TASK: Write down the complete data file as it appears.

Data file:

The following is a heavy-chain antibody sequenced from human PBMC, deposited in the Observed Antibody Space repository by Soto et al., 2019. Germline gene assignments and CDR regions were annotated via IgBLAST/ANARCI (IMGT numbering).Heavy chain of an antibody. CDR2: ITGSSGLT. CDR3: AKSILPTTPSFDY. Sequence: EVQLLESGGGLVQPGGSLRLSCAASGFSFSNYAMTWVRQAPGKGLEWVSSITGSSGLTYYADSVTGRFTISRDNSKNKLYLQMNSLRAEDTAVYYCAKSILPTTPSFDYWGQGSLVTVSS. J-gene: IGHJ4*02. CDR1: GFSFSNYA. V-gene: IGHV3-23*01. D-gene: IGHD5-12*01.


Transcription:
The following is a heavy-chain antibody sequenced from human PBMC, deposited in the Observed Antibody Space repository by Soto et al., 2019. Germline gene assignments and CDR regions were annotated via IgBLAST/ANARCI (IMGT numbering).Heavy chain of an antibody. CDR2: ITGSSGLT. CDR3: AKSILPTTPSFDY. Sequence: EVQLLESGGGLVQPGGSLRLSCAASGFSFSNYAMTWVRQAPGKGLEWVSSITGSSGLTYYADSVTGRFTISRDNSKNKLYLQMNSLRAEDTAVYYCAKSILPTTPSFDYWGQGSLVTVSS. J-gene: IGHJ4*02. CDR1: GFSFSNYA. V-gene: IGHV3-23*01. D-gene: IGHD5-12*01.